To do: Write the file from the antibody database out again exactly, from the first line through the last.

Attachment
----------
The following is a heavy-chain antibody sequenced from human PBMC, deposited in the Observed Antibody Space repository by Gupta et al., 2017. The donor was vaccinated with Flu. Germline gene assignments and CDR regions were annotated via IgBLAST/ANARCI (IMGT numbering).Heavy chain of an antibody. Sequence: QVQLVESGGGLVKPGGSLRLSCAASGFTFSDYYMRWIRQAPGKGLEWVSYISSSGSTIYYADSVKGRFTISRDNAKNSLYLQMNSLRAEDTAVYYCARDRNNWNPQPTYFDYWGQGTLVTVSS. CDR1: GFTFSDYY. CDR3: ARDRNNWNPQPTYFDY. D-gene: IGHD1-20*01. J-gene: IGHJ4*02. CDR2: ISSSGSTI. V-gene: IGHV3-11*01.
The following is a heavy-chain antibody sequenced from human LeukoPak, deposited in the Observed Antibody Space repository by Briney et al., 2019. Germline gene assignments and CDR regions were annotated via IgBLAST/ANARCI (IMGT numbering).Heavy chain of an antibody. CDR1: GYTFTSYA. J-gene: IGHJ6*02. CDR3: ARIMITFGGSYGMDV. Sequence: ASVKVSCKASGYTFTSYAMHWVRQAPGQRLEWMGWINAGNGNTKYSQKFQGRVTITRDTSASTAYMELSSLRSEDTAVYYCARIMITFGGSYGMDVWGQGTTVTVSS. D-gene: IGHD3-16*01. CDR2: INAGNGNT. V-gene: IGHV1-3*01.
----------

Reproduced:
The following is a heavy-chain antibody sequenced from human PBMC, deposited in the Observed Antibody Space repository by Gupta et al., 2017. The donor was vaccinated with Flu. Germline gene assignments and CDR regions were annotated via IgBLAST/ANARCI (IMGT numbering).Heavy chain of an antibody. Sequence: QVQLVESGGGLVKPGGSLRLSCAASGFTFSDYYMRWIRQAPGKGLEWVSYISSSGSTIYYADSVKGRFTISRDNAKNSLYLQMNSLRAEDTAVYYCARDRNNWNPQPTYFDYWGQGTLVTVSS. CDR1: GFTFSDYY. CDR3: ARDRNNWNPQPTYFDY. D-gene: IGHD1-20*01. J-gene: IGHJ4*02. CDR2: ISSSGSTI. V-gene: IGHV3-11*01.
The following is a heavy-chain antibody sequenced from human LeukoPak, deposited in the Observed Antibody Space repository by Briney et al., 2019. Germline gene assignments and CDR regions were annotated via IgBLAST/ANARCI (IMGT numbering).Heavy chain of an antibody. CDR1: GYTFTSYA. J-gene: IGHJ6*02. CDR3: ARIMITFGGSYGMDV. Sequence: ASVKVSCKASGYTFTSYAMHWVRQAPGQRLEWMGWINAGNGNTKYSQKFQGRVTITRDTSASTAYMELSSLRSEDTAVYYCARIMITFGGSYGMDVWGQGTTVTVSS. D-gene: IGHD3-16*01. CDR2: INAGNGNT. V-gene: IGHV1-3*01.